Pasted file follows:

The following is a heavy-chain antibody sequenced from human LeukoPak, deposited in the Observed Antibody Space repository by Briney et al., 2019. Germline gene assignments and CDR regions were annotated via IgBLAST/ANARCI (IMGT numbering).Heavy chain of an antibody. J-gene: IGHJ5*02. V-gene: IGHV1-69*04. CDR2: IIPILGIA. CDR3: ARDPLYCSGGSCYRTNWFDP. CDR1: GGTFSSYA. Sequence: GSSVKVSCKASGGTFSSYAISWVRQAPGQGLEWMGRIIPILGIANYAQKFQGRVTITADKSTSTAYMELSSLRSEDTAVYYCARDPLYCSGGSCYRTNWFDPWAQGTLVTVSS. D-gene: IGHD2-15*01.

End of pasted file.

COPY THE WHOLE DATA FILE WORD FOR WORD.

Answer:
The following is a heavy-chain antibody sequenced from human LeukoPak, deposited in the Observed Antibody Space repository by Briney et al., 2019. Germline gene assignments and CDR regions were annotated via IgBLAST/ANARCI (IMGT numbering).Heavy chain of an antibody. J-gene: IGHJ5*02. V-gene: IGHV1-69*04. CDR2: IIPILGIA. CDR3: ARDPLYCSGGSCYRTNWFDP. CDR1: GGTFSSYA. Sequence: GSSVKVSCKASGGTFSSYAISWVRQAPGQGLEWMGRIIPILGIANYAQKFQGRVTITADKSTSTAYMELSSLRSEDTAVYYCARDPLYCSGGSCYRTNWFDPWAQGTLVTVSS. D-gene: IGHD2-15*01.